Emotional states can be fleeting and somewhat inexplicable — you can feel great one minute and down in the dumps the next, sometimes for no apparent reason. It follows, then, that opinions based on emotion are likely to be equally fleeting: if you’re in a bad mood when you take part in a survey or review a product, then surely the attitudes measured and recorded will be just as transient too.
But according to a series of studies by Matthew D. Rocklage from the University of Massachusetts Boston and Andrew Luttrell from Ball State University, this isn’t actually the case. Instead, they report in Psychological Science, attitudes based in emotion are actually more stable: the more emotional an opinion, the less it changes over time.
In the first study, participants were asked to think of three gifts they had recently received, before selecting their attitude towards the gift from a list of adjectives, some overtly negative, some overtly positive and some neutral, such as “amazing”, “boring”, “terrifying”, or “valuable”. Participants listed gifts ranging from electric toothbrushes to Star Wars figurines.
One month later, participants were asked to think of the same gifts and again select adjectives that represented their feelings about them. After the second part of the study, the adjectives chosen by participants were coded for positive or negative valence, extremity, and emotionality. (Although these may seem similar, emotionality relates to how much an attitude is based on emotion, while extremity measures the extent to which an attitude is positive or negative; “outstanding”, for example, has high emotionality but low extremity.)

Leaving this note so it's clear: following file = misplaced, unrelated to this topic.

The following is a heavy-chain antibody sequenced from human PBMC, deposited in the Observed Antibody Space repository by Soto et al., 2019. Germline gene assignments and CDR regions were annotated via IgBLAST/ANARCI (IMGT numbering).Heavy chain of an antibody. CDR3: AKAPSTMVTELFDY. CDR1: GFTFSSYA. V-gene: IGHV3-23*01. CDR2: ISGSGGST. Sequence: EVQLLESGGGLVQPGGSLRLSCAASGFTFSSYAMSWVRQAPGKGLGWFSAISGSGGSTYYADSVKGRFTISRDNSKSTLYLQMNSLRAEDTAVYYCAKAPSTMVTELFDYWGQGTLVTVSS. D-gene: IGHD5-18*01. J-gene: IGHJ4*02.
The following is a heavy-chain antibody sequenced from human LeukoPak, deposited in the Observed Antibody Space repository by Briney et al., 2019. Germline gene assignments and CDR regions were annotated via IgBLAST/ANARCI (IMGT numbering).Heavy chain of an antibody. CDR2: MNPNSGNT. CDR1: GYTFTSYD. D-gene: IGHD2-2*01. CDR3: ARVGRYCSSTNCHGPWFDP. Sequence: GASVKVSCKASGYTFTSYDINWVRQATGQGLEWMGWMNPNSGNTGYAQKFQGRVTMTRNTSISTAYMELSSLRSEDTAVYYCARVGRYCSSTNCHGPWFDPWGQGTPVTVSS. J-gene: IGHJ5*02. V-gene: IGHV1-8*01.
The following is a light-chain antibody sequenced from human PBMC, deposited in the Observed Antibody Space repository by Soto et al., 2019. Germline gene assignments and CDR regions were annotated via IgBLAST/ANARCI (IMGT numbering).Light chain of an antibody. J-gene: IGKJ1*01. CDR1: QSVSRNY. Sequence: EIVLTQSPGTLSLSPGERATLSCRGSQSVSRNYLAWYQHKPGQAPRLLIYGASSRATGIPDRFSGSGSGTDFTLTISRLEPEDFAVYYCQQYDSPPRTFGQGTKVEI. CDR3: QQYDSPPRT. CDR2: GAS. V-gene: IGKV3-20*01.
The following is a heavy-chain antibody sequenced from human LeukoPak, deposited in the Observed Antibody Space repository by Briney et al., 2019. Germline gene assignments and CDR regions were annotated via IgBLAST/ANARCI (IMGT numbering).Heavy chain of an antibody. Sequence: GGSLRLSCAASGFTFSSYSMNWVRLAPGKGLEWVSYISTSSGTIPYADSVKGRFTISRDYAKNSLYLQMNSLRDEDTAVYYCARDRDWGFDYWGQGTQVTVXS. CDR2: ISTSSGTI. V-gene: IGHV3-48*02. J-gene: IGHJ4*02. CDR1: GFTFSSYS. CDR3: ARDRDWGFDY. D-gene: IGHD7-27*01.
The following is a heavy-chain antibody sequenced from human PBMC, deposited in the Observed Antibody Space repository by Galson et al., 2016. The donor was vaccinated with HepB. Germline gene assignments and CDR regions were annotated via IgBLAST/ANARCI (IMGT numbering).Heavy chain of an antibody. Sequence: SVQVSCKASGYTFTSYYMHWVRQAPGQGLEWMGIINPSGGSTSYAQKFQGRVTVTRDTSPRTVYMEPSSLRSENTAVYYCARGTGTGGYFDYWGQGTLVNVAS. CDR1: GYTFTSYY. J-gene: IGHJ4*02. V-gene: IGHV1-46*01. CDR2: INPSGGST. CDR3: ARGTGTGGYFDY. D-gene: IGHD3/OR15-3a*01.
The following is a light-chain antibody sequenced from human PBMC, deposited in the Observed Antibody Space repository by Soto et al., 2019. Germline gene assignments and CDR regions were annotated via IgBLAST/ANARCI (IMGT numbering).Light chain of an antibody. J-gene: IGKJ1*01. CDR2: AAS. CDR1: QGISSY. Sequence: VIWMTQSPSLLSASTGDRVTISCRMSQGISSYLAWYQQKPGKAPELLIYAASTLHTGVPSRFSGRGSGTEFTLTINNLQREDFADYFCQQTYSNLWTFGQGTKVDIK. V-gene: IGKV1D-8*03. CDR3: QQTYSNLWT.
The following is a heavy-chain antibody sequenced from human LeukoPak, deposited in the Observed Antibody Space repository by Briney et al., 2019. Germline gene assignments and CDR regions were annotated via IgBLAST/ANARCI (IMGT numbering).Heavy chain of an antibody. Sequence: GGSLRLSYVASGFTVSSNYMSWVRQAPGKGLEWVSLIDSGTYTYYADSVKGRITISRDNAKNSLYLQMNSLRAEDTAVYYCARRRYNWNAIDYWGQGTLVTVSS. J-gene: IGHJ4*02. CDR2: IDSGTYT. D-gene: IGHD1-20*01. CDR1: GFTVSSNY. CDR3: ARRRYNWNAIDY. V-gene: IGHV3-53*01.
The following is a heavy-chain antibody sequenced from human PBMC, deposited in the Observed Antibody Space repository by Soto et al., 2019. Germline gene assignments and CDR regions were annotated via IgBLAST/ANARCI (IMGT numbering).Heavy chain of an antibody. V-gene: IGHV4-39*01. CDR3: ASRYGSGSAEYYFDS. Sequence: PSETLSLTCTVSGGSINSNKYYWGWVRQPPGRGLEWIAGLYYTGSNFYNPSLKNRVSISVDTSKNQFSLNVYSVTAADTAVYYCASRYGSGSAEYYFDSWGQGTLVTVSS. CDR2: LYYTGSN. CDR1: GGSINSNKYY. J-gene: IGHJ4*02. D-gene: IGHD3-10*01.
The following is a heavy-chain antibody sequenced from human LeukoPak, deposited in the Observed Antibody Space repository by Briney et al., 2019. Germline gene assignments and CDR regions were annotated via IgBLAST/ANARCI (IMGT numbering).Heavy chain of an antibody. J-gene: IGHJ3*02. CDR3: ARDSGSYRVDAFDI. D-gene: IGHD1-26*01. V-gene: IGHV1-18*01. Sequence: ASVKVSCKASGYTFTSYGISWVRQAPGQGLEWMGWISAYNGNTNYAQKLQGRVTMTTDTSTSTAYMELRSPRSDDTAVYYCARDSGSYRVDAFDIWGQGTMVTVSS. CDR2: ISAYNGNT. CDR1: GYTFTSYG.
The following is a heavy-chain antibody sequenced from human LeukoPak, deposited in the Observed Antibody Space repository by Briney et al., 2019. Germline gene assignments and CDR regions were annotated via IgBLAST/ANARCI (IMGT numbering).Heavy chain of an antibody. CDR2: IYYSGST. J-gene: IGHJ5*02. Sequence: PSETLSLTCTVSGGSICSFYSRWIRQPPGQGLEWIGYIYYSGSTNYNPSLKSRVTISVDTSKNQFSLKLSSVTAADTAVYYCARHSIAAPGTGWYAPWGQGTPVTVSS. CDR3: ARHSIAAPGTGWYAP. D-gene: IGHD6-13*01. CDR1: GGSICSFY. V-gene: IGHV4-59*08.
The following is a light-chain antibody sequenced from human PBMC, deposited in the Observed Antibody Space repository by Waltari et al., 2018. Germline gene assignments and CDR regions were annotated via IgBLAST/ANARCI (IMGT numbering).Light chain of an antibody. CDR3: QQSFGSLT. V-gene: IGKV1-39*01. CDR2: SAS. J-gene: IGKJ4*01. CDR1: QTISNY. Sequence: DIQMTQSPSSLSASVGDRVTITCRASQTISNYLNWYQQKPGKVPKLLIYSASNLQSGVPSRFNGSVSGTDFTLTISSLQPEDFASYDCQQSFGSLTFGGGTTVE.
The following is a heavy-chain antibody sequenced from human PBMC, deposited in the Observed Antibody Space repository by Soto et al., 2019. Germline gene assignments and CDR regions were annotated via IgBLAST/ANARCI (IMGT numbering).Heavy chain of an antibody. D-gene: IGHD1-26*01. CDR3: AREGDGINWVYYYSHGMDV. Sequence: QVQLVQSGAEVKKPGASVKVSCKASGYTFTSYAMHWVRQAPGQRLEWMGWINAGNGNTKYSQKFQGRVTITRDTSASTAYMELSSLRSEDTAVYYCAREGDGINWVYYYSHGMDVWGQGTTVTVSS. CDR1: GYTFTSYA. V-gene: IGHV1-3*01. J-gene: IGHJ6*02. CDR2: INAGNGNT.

Those participants who chose more extreme adjectives, whether positive or negative, were less likely to see a change in the valence of the adjectives used to describe their gifts at the second time point. Similarly, the more an attitude was based on emotion, the less it changed too. A second study, which looked at attitudes towards brands, also found that emotionally-based attitudes changed less over time.
The third study looked at attitudes in a more naturalistic setting: reviews of products posted online. The team obtained all reviews for all restaurants in Chicago over a period of twelve years, looking only at reviewers who had posted more than one review of the same establishment. The team then analysed both the emotional valence of the reviews and measured any differences in the number of stars the reviewers gave the restaurants at each time point.
As in previous studies, positive emotionality consistently predicted less change in attitude across time, though negative emotionality did not. Positive extremity also predicted less change in attitude, while negative extremity predicted more.
A final study looked at whether exposure to messages designed to evoke emotions actually increase the likelihood of people developing fixed attitudes. To do this, the team assigned participants to two conditions. In one, they saw a message about a fictional aquatic animal called the “lemphur” designed to elicit high emotion, reading about a touching underwater encounter between the creature and a diver. In the low emotion condition, participants read a fact-based message about the lemphur similar to an encyclopedia entry.
After reading the text, participants indicated their attitude towards the animal, selecting from the same list of adjectives used in the first study. In follow-up studies over the next few days, participants selected adjectives again.
Those in the high-emotion condition were, unsurprisingly, more likely to indicate a more emotional response to the animal than those in the low-emotion condition, and also had a more extreme response. Those in the high-emotion condition also saw less change in their attitude towards the creature over time.
Overall, emotional responses were related to more fixed attitudes. Notably, positive emotionality had a particularly strong effect, which may be a useful to know for the creation of public health messaging or other attempts at attitude change — inducing positive emotions, rather than negative emotions like shame, may be more beneficial. Whether positive emotions have a similar effect on actual behaviour, rather than just attitudes, remains to be seen.